There were many beautiful species of flora and fauna on this walk, pictured here is the ginger flower, not much fragrance, but very beautiful. In ancient times, Polynesians would pick the buds and, with the rainwater that was trapped inside, wash their hair in the fresh water streams.
While were sailing in the lagoon at Huahine, a fellow in an outrigger was paddling right behind us and wanted to know how fast he was going, 6 knots! I climbed down onto the swim grid to take this picture of him; he’s only about 10 feet behind us!
The grocery store in Huahine sold whole pigs which we thought was very funny!
All that wind caused the sea to be really lumpy when we made the four hour passage between Huahine and Raietea. While the 20-25 knot winds made for a wonderful sail, the crew was less than appreciative of the sea state. In Raietea, we were able to tie to the Quay right in front of the grocery store which made provisioning very easy, and it was really nice to visit the little town. As we arrived on Sunday when all the stores were closed, we spent the night on the quay and left the following afternoon for Tahaa, a small island that shares the same lagoon as Raietea.
We took a mooring ball at the Taravana Yacht Club on the South end of the island for two nights so we could enjoy the Tuesday night Polynesian dance show. Monday night, several boats met at the Yacht Club for a music jam night, where several played instruments while others sang along, it was a really fun night.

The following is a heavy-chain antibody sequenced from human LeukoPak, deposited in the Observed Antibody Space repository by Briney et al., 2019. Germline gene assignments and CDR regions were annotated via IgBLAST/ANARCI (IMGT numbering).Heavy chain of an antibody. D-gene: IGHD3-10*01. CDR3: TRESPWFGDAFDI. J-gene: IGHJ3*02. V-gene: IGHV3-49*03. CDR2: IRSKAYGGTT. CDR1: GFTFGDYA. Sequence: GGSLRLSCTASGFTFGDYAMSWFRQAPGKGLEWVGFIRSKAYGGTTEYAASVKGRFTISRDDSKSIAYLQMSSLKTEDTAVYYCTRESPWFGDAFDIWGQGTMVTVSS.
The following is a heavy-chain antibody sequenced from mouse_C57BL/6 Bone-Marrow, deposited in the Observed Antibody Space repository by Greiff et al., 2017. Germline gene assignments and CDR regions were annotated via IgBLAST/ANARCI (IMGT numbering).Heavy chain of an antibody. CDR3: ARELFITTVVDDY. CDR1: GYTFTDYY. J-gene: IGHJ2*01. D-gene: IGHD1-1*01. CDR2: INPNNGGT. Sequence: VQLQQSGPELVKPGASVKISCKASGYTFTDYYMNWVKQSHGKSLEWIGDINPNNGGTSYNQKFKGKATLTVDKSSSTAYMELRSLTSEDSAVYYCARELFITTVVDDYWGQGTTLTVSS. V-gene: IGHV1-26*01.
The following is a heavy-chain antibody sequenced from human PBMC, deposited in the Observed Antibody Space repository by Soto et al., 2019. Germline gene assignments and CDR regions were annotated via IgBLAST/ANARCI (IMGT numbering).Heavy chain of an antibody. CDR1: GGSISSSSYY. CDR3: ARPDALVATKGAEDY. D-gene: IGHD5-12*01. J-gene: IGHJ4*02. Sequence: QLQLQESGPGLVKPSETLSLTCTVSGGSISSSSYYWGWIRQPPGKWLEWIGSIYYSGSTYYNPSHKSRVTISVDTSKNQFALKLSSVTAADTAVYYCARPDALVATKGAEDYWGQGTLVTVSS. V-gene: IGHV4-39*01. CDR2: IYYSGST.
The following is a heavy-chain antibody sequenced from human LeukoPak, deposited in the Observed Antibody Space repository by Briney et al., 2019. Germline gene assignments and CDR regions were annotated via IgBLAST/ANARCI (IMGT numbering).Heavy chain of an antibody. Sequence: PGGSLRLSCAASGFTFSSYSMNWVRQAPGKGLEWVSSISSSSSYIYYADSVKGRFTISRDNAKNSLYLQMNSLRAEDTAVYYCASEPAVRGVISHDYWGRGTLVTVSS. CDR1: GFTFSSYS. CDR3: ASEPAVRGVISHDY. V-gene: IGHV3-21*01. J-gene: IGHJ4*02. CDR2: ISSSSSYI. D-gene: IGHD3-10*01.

Tuesday morning, we took the dinghies deep into the bay then walked up to La Maison Vanille to see and learn how vanilla beans are processed. Vanilla is harvested once a year for export to the US and Europe. Vanilla beans grow on a vine that trails up another tree. The farmers who grow the vanilla beans have to “marry” (pollinate) the orchids since there are no bees to do this job for them. The beans are green when harvested then they sit undercover to ferment until they are brown then they are put out into the sun for four hours every day for four months to dry.
We are all really grateful for our friend Natalie who does a wonderful job translating from French to English for us.
I am holding a package of 300 vanilla beans which will sell wholesale, for export for 20,000 Polynesian francs which is about $280, the cost is so high because of the labour intensive process.
The weather was perfect while in Tahaa and we all enjoyed swimming and hanging out. The yacht club had reservations for most of its moorings so several of us cruisers rafted together and shared a mooring; we shared our mooring with O’vive which was really fun. Here’s a picture of Jocelyn & Maya, and Jenny & Alec playing on the boom.
The dance show on Tuesday was wonderful! All of the dancers and musicians live right in the bay.